Q.We have been dating for several years now, and frequently socialize with anot

This other gentleman has a zest for life, and, unfortunately, overtly portrays some of this zest toward his live-in girlfriend in a most public and embarrassing manner. She also demonstrates the various yearnings very capably.

They do this not only at semi-formal dinners, but everywhere else as well. Are they insecure and trying to prove something?

Sadly, they practice these unabashed animalistic tendencies in front of single friends who are in various stages of unattached, and often lonely, singledom.

No one seems to know what to say. It is interfering with our socializing, and I recently had to refuse a weekend to New York because of this.

How does one broach the subject? I have asked my boyfriend to talk with his friend, but he is uneasy about doing so.

A.Miss Manners does not deal in such concepts as insecurity as an excuse for bad manners. This implies that they cannot quite help themselves, and should be regarded with some tolerance.

However, she can tell you in plain language, with no allowances made for the fact that there are motivations why your friends are behaving rudely.

They are showing off, with the intention of pointing out to everyone else, single or coupled, that they have a pleasure others don't. As you point out, they are achieving this effect.

Nature has added an illogical sense of uniqueness to each person's experience of the ordinary joys common to all humanity -- including not only falling in love, but the happiness of having a baby or grandchild and watching the child develop. Added to the pleasure itself is a certain (totally false) smugness that no one else has ever been so much in love, or had such a wonderful child.

As we all take turns at this, a certain amount of indulgence is required as long as the victims of delusion keep their behavior within reasonable bounds. One should indeed make a fuss over a couple's getting engaged, and do one's share of marveling over other people's perfectly ordinary children.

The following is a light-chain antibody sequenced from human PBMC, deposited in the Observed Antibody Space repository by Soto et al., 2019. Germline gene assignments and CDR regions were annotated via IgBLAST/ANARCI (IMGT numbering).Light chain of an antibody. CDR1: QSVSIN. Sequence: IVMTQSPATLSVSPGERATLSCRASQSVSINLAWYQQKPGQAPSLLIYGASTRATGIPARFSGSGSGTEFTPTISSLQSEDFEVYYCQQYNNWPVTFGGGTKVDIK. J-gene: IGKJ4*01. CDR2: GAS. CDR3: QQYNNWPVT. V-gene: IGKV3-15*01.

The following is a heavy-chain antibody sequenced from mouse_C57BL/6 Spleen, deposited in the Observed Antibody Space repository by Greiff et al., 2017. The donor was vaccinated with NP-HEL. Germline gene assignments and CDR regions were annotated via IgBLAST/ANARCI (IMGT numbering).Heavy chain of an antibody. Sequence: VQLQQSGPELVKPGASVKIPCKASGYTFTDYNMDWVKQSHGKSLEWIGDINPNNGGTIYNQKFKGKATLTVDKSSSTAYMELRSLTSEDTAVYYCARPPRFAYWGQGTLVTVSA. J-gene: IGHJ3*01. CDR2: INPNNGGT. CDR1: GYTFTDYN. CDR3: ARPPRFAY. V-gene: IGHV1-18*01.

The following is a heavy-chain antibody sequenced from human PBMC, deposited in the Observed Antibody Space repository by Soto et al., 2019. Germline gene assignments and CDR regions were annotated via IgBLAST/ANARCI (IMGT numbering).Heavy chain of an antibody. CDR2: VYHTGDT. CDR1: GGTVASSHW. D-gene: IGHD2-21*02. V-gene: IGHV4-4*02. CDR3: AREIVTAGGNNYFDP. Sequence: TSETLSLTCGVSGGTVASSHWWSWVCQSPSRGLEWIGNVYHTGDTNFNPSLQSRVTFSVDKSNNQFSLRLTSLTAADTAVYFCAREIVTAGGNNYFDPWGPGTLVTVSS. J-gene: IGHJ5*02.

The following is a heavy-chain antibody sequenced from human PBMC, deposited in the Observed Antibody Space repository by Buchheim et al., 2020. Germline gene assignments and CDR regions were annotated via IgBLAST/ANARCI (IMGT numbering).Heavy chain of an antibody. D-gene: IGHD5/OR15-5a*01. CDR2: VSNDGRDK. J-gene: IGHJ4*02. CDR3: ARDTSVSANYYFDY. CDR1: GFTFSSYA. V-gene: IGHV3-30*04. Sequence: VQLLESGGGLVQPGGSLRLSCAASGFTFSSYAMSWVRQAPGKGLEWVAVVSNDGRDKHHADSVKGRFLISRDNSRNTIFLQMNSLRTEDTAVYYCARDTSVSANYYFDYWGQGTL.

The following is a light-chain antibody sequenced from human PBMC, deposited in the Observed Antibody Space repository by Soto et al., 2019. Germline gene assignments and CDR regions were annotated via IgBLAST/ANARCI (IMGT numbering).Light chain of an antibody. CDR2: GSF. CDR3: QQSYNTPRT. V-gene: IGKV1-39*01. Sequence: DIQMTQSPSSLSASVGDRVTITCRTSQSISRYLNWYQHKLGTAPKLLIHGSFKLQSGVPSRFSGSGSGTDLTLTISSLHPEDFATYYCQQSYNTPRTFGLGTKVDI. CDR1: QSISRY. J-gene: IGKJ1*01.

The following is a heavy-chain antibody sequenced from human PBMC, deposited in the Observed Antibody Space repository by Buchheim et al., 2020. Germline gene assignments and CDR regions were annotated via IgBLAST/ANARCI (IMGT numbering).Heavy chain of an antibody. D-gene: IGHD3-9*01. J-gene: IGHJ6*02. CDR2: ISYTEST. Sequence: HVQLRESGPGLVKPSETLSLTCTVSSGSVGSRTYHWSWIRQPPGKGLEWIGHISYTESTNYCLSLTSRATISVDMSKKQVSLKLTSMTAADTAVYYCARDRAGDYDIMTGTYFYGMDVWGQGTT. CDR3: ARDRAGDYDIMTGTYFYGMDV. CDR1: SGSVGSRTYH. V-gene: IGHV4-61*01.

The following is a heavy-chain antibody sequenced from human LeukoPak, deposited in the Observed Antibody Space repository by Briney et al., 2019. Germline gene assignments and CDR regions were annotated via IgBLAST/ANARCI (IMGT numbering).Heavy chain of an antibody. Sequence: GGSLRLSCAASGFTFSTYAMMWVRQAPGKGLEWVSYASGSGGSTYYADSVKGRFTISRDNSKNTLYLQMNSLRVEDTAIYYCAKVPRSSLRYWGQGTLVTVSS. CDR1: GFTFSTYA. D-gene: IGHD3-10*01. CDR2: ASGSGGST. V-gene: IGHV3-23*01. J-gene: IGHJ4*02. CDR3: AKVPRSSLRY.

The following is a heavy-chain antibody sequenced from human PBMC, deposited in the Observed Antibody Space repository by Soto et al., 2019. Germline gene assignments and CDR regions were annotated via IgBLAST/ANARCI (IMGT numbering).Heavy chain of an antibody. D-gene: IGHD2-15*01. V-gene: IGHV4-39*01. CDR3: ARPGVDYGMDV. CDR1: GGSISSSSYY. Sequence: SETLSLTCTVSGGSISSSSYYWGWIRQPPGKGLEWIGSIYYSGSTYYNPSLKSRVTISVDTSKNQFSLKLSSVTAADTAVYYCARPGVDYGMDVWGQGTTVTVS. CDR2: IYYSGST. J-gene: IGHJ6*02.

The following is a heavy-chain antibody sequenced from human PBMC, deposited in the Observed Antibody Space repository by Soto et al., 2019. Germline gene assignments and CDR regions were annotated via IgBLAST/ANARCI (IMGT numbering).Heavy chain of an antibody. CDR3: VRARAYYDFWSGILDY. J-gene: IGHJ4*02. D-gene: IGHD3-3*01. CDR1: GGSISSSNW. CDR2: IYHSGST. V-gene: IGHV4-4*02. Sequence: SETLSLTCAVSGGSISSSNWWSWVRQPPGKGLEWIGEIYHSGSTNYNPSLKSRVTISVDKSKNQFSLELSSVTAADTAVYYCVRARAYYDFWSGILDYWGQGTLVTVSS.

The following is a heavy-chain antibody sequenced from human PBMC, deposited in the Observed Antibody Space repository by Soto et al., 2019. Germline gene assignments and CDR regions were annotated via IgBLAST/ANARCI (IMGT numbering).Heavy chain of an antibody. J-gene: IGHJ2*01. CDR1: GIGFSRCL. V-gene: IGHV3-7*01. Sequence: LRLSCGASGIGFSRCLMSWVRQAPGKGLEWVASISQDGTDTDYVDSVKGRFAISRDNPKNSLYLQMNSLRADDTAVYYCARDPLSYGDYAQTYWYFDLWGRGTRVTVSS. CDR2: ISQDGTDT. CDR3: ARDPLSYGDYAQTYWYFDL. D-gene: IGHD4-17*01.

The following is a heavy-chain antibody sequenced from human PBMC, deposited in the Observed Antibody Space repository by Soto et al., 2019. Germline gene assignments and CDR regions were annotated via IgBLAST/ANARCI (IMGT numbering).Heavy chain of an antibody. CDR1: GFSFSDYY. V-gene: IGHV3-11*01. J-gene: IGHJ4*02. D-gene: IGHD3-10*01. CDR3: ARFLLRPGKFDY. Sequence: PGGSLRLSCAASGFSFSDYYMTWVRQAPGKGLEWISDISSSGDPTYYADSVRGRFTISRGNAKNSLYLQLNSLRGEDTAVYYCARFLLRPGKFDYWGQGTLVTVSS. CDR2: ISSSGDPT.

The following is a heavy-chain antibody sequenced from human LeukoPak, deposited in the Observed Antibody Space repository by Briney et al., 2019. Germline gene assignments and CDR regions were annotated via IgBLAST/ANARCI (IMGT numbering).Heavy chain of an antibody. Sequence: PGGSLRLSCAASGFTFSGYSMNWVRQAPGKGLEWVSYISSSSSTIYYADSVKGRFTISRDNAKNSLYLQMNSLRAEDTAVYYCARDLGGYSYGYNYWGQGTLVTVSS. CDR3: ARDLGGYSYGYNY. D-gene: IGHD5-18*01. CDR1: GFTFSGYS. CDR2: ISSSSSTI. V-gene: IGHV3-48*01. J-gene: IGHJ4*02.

When they exceed the bounds, as when parents subject unsuspecting guests to their children's recitals, or bridal couples want to put something into the wedding ceremony that will let the guests know there is a physical aspect to their union, they must be stopped.

The bounds for a young couple in love, when in the company of others, go no further than occasional deep glances, furtively pressed hands, and that sort of thing. It seems particularly obvious in the case of a couple actually living together that there is ample privacy to do whatever else they wish to do, and that if they are willing to come out of their quarters at all, they should be prepared for proper socializing.

Miss Manners suggests that you and your friends give these people the isolation they seem to require. If they complain of being dropped, the explanation is, "Well, you always seem to want to be alone," and, if pressed, "You know, we're all pleased you're happy, but it is a trifle gross to watch."

The wording is important: If you suggest that you are "bothered," or anything else that will be eagerly interpreted as envy, you will only encourage them.